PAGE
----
Pieter Thys

Pieter Thys
(1624 - Antwerp - 1677)

Daedalus and Icarus

Oil on canvas, 158.8 x 118.5 cm.
Signed lower left Pieter Thys fecit

Perhaps Marie Verschueren-Pauwenys, Antwerp;1
Martin B. Asscher, London;
Christie's, London, auction, 22 May 1953, lot 127, as Vandyck (7 gns. to Manchi[?]);
Christie's, London, auction, 9 July 2008, lot 141;
Private collection.

Marie-Louise Hairs, Dans le silage de Rubens, Les peintres d'histoire Anversois au XVIIe siècle, Liège 1977, p. 274






Pieter Thys was one of the greatest artists ... it is only justice to put him with the first of his nation. He was a great designer; his compositions have much spirit; his colour & his manner are vigorous2.

All the impressive characteristics of Pieter Thys which the 18th century art historian Jean-Baptiste Descamps praised so enthusiastically are demonstrated in Daedalus and Icarus. It is one of the artist's masterpieces and he proudly signed it 'Pieter Thys fecit'. Although Thys was clearly indebted to van Dyck, his powerful and dramatic Daedalus and Icarus needs not to shy away from a comparison with his great Antwerp predecessor. Van Dyck painted the subject twice: Art Gallery of Ontario (fig. 2) and Rose-Marie and Eijk van Otterloo collection, Marblehead MA (fig. 1)3. Thys took the traditional theme to another level both in composition and in psychological profoundness. It even seems as if he has given a new, more contemporary interpretation of the story. Traditionally the fable's message is moderation and the golden mean, as Icarus was instructed by Daedalus not to fly too high, nor too low. But Icarus' powerful gesture in the present work, pointing energetically with his right hand raised high to the sky, fits perfectly well to a 1632 interpretation of Ovid's fable by George Sandy which seems to be influenced in part by Francis Bacon: "Icarus falls in aspiring. Yet more commendable than those, who creep on the earth like contemptible wormes, such the other extreame: whereas this hath somthing of magnamity, and mounts like a bird of Jove to his heavenly kindred. So that two vices, the one is the braver, and the other safer (...)"4.

Fig. 1 Anthony van Dyck, Daedalus and Icarus, Art Gallery of Ontario

Pieter Thys' Icarus clearly favours the braver vice. He is prepared to fly too high and would rather die eagle-like than like a worm. Daedalus tries in vain to bring his high-flying son down to earth with his heavy right hand that at the same time attaches the wing. The father's sorrowful expression shows that he already senses the tragic end of the story. Pieter Thys transformed the psychological tension between father and son masterfully in a powerful grand composition. A recent cleaning revealed that the work is also extraordinary beautiful in colour. The vigorous palette of Pieter Thys seems to be influenced not only by Rubens and van Dyck but also by Venetian Renaissance paintings. Icarus' shimmery pink drapery, for example, is reminiscent of Titian and Paolo Veronese.

Although Pieter Thys worked for such illustrious clients as the Archduke Leopold William in Brussels and the House of Orange in The Hague, today he is not widely known. In part this may be explained by the fact that numerous of his compositions, including the present one, were in the past wrongly attributed to Anthony van Dyck. But beautiful and significant works such as our Daedalus and Icarus prove strikingly that Pieter Thys developed his own personal and very powerful style.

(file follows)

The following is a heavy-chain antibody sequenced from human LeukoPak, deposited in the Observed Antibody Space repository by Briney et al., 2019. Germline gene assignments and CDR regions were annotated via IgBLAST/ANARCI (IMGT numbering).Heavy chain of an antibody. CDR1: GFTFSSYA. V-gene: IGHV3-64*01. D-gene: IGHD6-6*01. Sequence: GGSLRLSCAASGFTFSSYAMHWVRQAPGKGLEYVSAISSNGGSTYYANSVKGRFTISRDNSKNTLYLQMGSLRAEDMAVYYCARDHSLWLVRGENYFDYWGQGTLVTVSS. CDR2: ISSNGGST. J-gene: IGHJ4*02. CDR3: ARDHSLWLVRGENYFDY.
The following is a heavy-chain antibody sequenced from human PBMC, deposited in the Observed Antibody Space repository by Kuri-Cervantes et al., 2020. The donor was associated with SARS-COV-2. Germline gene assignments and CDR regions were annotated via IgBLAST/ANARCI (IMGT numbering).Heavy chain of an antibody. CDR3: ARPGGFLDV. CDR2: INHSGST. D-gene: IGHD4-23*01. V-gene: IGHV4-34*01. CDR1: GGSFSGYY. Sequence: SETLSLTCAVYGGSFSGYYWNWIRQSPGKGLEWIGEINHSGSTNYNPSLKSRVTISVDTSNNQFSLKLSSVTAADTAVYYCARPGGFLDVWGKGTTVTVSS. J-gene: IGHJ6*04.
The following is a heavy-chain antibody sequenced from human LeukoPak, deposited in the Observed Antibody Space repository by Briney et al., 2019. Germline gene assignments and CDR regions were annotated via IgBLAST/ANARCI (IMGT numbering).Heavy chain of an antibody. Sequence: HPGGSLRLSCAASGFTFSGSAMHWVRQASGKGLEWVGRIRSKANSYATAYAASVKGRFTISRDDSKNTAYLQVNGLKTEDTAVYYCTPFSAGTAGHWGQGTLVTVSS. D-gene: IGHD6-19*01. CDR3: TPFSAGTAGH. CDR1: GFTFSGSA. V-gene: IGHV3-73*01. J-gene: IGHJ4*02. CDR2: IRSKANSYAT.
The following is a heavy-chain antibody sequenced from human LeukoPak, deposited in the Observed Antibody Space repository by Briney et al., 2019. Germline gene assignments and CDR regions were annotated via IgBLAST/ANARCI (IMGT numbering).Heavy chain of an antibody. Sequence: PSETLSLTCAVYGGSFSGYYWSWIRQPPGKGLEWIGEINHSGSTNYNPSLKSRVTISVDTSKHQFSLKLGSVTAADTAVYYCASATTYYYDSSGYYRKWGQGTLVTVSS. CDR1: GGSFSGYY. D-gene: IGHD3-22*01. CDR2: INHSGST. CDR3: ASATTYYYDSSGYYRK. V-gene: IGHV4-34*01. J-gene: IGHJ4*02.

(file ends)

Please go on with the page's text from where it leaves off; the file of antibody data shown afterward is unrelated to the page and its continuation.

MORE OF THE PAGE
Fig 2 Anthony van Dyck, Daedalus and Icarus, Rose-Marie and Eijk van Otterloo collection, Marblehead MA

There is another autograph but unsigned version of Daedalus and Icarus in the collection of the Bayerische Staatsgemäldesammlungen, Munich, and an old copy at the Royal Museum, Antwerp.

In 1644-5 Pieter Thys became a master in Antwerp’s Guild of St Luke and from circa 1647 worked for Archduke Leopold William in Brussels and the House of Orange in The Hague. He executed allegorical and mythological compositions for both courts and was also active as a portrait painter (e.g. Archduke Leopold William, Vienna, Kunsthistorisches Museum). Later in his career Thys concentrated mainly on religious compositions for Antwerp monasteries and numerous churches in smaller towns and villages in Brabant and East Flanders (e.g. Sacrifice of Isaac, Antwerp, S. Jacob). In addition, he painted mythological scenes and portrait commissions for individuals and the art trade in Antwerp. From the outset Thys was greatly influenced by the later work of van Dyck. This may be related to the fact that his early patrons were rulers whose taste was formed by van Dyck’s refined courtly style. Other possible influences include the work of older painters such as Thomas Willeboirts Bosschaert (1614-54) and Gonzales Coques; both artists were among the earliest followers of van Dyck, and they were also Thys’ predecessors at the courts of Brussels and The Hague.

1 Her death inventory of 19 November 1675; see Jean Denucé, Les galeries d'art à Anvers aux XVIe et XVIIe siècles: inventaires, Antwerp 1932, p. 267.

2 Jean-Baptiste Descamps, La vie de peintres flamands, allemandset hollondais, vol. II, Paris 1754 (reprint 1972), pp. 363-4.

3 For a discussion of the latter see: Burlington magazine, vol 159, no. 1367, February 2017, pp. 99-108.

4 J. Douglas Stewart, Pieter Thys (1624-77), Recovering a 'scarcely known' Antwerp painter, in Apollo, February 1997, vol 145, no. 420, p. 39.

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